Nomadland (2020) Movie Review • Overwhelming and brilliant
Nomadland is a great example of how documentary and fictional elements of a film can be combined to tell real stories to viewers. And they are complemented by a fictional character performed by Francis McDormand, thanks to which you can see the life and freedom of a wandering person.
The film was inspired by the non-fiction book The Land of the Nomads: Surviving the America of the 21st Century. In it, journalist Jessica Bruder describes the lives of older Americans who travel the country in vans, interrupting part-time jobs. Many of them were unable to get through the economic crisis that began in 2008 and lost all their property.
Interestingly, after the success of the drama Three Billboards Outside Ebbing, Missouri, Frances McDormand was inspired to create other worthwhile stories. The actress was ready to become a producer of a new project, and eventually she went to the director Chloe Zhao, who became interested in the adaptation of the book about people without a permanent residence.
Chloe Zhao is a new and rather interesting figure in the world of cinema. She is a Chinese woman who has made independent films about American reality for the past several years. The heroes of Zhao’s piercingly human films were residents of an Indian reservation and cowboys who were going through life’s tests. After that, there was a rather unexpected turn in Zhao’s career – she was appointed to direct the adaptation of Marvel comics “Eternals” (Eternals) .
Perhaps she will be the one who will be able to bring something new to the history of the race of supermen, having managed to re-discover Angelina Jolie, Kumail Nanjiani, Salma Hayek and Keith Harington. At least I would like to believe it.
Judging by the situation with the pandemic, the premiere of a Marvel movie with new characters is still very far away. But for the “Land of Nomads” it is high time – as can be seen from the publications of Western film critics, the picture can be nominated for an Oscar. This is quite logical, the tape is saturated with social drama that conveys the reality of the shattered American dream. And these are not just tricks of the scriptwriters, fragments of completely real stories sound from the screen.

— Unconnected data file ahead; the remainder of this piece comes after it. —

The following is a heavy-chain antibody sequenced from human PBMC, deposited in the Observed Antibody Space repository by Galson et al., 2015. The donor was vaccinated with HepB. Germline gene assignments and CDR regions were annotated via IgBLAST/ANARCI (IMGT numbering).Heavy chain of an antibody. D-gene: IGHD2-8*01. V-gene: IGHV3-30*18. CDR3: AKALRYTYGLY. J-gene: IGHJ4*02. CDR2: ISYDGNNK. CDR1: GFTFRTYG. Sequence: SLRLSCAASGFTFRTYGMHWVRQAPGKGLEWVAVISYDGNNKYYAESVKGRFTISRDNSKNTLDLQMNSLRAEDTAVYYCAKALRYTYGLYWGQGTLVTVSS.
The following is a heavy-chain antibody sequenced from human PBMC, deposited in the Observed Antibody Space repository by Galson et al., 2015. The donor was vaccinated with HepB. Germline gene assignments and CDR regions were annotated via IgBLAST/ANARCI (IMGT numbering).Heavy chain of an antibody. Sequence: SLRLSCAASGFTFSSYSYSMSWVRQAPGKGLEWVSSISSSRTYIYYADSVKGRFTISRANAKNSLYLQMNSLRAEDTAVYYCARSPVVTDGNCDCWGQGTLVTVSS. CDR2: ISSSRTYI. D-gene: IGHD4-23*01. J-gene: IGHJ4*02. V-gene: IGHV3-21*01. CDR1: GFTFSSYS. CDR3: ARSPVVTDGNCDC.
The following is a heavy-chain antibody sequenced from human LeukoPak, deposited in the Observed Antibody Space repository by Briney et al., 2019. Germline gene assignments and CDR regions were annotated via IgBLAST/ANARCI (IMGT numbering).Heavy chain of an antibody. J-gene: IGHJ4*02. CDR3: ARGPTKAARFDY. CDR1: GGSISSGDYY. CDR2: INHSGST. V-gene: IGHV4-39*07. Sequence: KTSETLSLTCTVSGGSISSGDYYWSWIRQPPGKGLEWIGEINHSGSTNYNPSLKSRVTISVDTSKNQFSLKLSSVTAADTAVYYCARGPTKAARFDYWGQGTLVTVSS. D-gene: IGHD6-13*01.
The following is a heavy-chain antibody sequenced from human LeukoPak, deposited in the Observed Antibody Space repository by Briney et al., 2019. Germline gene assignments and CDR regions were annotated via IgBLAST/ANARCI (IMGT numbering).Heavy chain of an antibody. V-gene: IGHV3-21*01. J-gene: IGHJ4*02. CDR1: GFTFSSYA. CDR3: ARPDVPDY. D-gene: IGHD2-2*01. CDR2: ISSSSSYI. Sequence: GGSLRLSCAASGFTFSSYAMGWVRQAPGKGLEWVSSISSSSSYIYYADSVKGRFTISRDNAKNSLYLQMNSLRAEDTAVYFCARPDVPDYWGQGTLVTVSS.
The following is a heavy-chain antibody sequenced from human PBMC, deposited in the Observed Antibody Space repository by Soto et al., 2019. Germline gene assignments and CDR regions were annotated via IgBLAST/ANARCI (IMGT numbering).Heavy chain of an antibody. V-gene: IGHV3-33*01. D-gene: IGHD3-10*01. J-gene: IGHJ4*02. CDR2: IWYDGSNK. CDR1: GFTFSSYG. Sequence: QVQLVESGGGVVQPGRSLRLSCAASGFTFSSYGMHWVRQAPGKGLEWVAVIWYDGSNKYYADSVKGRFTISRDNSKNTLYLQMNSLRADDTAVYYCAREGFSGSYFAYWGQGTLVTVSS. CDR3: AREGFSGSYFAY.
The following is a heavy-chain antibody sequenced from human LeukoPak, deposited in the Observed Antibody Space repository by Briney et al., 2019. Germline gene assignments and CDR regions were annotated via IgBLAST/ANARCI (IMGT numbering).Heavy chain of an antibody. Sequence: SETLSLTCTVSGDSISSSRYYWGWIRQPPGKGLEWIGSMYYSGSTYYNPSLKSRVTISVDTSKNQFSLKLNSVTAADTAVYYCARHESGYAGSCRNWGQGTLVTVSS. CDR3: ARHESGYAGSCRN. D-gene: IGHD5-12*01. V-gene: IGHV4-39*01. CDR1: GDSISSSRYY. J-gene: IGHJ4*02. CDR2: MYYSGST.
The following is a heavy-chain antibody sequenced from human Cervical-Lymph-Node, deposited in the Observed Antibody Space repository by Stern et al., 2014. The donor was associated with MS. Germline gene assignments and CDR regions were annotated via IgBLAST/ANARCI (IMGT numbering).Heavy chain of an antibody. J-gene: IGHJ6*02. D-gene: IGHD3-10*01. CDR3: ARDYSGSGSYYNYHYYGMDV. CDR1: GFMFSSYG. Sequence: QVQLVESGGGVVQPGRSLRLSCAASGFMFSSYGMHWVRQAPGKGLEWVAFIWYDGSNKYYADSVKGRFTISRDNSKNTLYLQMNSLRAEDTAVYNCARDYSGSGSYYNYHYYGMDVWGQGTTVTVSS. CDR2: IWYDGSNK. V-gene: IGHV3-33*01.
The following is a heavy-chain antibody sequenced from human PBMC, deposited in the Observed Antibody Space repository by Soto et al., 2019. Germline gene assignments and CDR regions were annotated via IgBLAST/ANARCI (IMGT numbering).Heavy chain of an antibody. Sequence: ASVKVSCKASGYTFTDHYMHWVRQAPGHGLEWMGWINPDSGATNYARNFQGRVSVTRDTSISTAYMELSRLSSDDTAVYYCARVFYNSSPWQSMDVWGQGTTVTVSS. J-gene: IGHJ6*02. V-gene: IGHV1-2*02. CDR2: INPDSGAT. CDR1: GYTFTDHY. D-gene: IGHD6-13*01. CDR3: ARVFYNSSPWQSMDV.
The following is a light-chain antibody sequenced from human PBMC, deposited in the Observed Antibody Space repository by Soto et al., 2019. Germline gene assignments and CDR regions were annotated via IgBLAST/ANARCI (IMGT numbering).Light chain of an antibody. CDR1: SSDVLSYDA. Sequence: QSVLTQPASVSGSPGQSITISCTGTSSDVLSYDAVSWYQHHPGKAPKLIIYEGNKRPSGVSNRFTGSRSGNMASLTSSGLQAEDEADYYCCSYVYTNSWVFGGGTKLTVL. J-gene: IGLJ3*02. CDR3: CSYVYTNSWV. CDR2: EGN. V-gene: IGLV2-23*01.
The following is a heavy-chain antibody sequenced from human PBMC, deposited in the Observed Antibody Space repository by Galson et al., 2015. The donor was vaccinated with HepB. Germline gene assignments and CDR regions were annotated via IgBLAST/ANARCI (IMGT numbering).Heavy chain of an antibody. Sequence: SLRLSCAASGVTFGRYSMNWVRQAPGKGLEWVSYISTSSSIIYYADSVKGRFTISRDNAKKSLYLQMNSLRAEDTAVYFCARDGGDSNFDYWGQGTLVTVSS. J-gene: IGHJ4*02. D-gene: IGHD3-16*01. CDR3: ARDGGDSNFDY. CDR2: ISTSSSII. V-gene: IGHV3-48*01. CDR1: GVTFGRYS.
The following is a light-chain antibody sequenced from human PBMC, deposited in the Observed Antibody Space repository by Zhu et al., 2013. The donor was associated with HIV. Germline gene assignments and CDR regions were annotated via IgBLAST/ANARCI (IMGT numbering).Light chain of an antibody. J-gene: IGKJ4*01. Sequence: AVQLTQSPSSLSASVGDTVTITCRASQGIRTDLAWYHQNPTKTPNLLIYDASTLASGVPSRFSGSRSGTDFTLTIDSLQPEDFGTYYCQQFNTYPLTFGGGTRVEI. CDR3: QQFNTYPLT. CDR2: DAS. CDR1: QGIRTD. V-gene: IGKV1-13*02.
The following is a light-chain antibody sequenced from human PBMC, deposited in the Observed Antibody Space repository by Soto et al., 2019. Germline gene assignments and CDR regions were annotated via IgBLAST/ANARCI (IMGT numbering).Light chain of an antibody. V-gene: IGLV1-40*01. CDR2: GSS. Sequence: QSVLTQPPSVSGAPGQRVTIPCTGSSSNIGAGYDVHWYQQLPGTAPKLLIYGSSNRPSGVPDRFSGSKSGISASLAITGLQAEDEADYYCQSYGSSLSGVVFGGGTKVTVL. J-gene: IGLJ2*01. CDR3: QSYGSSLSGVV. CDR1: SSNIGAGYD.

The fact of the matter is that Frances McDormand and David Strathairn are the only professional actors to appear in Nomad Land. The rest of the characters are quite real people who lead a nomadic lifestyle and unite in a kind of commune. It is absolutely amazing how Chloe Zhao manages to liberate these people by fitting them into the frame of a feature film, where they freely stand in front of the camera and sincerely share their experiences.
Along with this, the character of Frances McDormand is completely fictional. The actress plays a woman who, after the death of her husband, is forced to leave home. The heroine equips the van, turning it into a housing on wheels, and travels across the states in search of seasonal work. She has been on the road for more than one month, but still on her way there are many discoveries that come to her through other people.
It seems that the life of a nomad is completely unbearable. It is filled with discomfort and endless problems on the road. However, the director is gradually discovering the other side of nomads, who find their mission in supporting the wandering and choose freedom that is unacceptable for a person living within four walls. As the heroine McDormand once says, “I’m not homeless, I’m just houseless.”
Watching a movie like Nomadland can be a painful experience for those accustomed to rhythmic and action-packed movies. Here, the creators have completely different values - first of all, we see the realistic life of the main character, get acquainted with people who lead a similar lifestyle, and gradually begin to understand her. When a nomad needs a choice, we know enough about her to understand the final act of the character.
There is something about the film that makes such a down-to-earth story beautiful in its own way. This is a camera job, thanks to which the beauty of sunsets can be discerned in the boundless desert landscapes. Here, the lonely van of the heroine Frances McDormand finds a place that belongs to her without established laws and regulations.
Nomadland is an interesting example of a feature film, in which there are documentary inserts with stories of real people. Next to them, Frances McDormand shows a very natural acting, through which she comprehensively conveys the experience of life on wheels.
Summary: After losing everything in the Great Recession, a woman embarks on a journey through the American West, living as a van-dwelling modern-day nomad.
Countries: USA, GermanyLanguages: English
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